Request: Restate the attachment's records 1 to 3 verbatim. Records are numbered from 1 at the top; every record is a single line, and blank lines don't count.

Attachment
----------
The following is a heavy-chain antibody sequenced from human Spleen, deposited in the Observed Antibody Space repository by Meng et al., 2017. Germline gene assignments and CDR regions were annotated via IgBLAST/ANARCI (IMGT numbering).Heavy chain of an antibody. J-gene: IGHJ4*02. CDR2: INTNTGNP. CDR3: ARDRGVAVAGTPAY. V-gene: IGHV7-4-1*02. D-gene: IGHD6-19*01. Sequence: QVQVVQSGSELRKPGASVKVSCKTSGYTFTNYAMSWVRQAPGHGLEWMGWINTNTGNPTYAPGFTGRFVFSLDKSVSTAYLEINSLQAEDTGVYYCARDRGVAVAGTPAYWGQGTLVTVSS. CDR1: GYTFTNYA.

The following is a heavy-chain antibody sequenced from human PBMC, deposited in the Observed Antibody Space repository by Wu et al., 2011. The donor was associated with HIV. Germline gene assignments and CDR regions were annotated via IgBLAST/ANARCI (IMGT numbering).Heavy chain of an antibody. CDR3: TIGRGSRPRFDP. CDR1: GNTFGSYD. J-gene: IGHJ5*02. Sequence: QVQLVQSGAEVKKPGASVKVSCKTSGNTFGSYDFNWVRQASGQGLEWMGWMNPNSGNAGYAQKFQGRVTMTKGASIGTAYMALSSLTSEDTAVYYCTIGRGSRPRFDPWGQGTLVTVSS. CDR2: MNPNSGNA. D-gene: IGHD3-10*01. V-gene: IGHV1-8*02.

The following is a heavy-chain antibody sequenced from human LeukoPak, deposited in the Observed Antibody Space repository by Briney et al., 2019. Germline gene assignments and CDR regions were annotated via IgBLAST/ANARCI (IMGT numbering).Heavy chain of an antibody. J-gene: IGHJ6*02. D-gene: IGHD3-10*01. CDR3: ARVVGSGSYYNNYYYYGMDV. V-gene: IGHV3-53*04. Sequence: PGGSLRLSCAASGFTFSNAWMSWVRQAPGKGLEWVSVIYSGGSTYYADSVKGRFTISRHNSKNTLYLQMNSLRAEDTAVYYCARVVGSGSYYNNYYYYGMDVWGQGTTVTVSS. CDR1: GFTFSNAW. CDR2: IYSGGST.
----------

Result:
The following is a heavy-chain antibody sequenced from human Spleen, deposited in the Observed Antibody Space repository by Meng et al., 2017. Germline gene assignments and CDR regions were annotated via IgBLAST/ANARCI (IMGT numbering).Heavy chain of an antibody. J-gene: IGHJ4*02. CDR2: INTNTGNP. CDR3: ARDRGVAVAGTPAY. V-gene: IGHV7-4-1*02. D-gene: IGHD6-19*01. Sequence: QVQVVQSGSELRKPGASVKVSCKTSGYTFTNYAMSWVRQAPGHGLEWMGWINTNTGNPTYAPGFTGRFVFSLDKSVSTAYLEINSLQAEDTGVYYCARDRGVAVAGTPAYWGQGTLVTVSS. CDR1: GYTFTNYA.

The following is a heavy-chain antibody sequenced from human PBMC, deposited in the Observed Antibody Space repository by Wu et al., 2011. The donor was associated with HIV. Germline gene assignments and CDR regions were annotated via IgBLAST/ANARCI (IMGT numbering).Heavy chain of an antibody. CDR3: TIGRGSRPRFDP. CDR1: GNTFGSYD. J-gene: IGHJ5*02. Sequence: QVQLVQSGAEVKKPGASVKVSCKTSGNTFGSYDFNWVRQASGQGLEWMGWMNPNSGNAGYAQKFQGRVTMTKGASIGTAYMALSSLTSEDTAVYYCTIGRGSRPRFDPWGQGTLVTVSS. CDR2: MNPNSGNA. D-gene: IGHD3-10*01. V-gene: IGHV1-8*02.

The following is a heavy-chain antibody sequenced from human LeukoPak, deposited in the Observed Antibody Space repository by Briney et al., 2019. Germline gene assignments and CDR regions were annotated via IgBLAST/ANARCI (IMGT numbering).Heavy chain of an antibody. J-gene: IGHJ6*02. D-gene: IGHD3-10*01. CDR3: ARVVGSGSYYNNYYYYGMDV. V-gene: IGHV3-53*04. Sequence: PGGSLRLSCAASGFTFSNAWMSWVRQAPGKGLEWVSVIYSGGSTYYADSVKGRFTISRHNSKNTLYLQMNSLRAEDTAVYYCARVVGSGSYYNNYYYYGMDVWGQGTTVTVSS. CDR1: GFTFSNAW. CDR2: IYSGGST.